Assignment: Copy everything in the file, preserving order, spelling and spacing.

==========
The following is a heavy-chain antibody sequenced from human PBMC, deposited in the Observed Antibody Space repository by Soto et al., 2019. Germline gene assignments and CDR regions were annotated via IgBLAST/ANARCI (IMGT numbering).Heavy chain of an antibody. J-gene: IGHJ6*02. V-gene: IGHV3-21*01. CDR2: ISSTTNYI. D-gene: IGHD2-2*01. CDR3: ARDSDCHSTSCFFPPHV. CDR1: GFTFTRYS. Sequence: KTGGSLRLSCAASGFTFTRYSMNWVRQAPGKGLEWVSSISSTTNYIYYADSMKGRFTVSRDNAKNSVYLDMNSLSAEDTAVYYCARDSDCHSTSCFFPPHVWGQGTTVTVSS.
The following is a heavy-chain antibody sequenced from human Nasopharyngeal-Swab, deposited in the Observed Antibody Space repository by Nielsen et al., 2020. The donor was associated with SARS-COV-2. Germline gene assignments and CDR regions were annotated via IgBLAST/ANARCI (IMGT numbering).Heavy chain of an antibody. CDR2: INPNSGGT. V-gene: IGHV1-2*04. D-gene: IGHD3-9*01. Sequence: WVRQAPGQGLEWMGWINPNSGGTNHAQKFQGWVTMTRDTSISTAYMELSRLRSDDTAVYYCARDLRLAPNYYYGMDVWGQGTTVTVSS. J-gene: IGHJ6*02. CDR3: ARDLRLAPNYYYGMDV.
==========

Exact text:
The following is a heavy-chain antibody sequenced from human PBMC, deposited in the Observed Antibody Space repository by Soto et al., 2019. Germline gene assignments and CDR regions were annotated via IgBLAST/ANARCI (IMGT numbering).Heavy chain of an antibody. J-gene: IGHJ6*02. V-gene: IGHV3-21*01. CDR2: ISSTTNYI. D-gene: IGHD2-2*01. CDR3: ARDSDCHSTSCFFPPHV. CDR1: GFTFTRYS. Sequence: KTGGSLRLSCAASGFTFTRYSMNWVRQAPGKGLEWVSSISSTTNYIYYADSMKGRFTVSRDNAKNSVYLDMNSLSAEDTAVYYCARDSDCHSTSCFFPPHVWGQGTTVTVSS.
The following is a heavy-chain antibody sequenced from human Nasopharyngeal-Swab, deposited in the Observed Antibody Space repository by Nielsen et al., 2020. The donor was associated with SARS-COV-2. Germline gene assignments and CDR regions were annotated via IgBLAST/ANARCI (IMGT numbering).Heavy chain of an antibody. CDR2: INPNSGGT. V-gene: IGHV1-2*04. D-gene: IGHD3-9*01. Sequence: WVRQAPGQGLEWMGWINPNSGGTNHAQKFQGWVTMTRDTSISTAYMELSRLRSDDTAVYYCARDLRLAPNYYYGMDVWGQGTTVTVSS. J-gene: IGHJ6*02. CDR3: ARDLRLAPNYYYGMDV.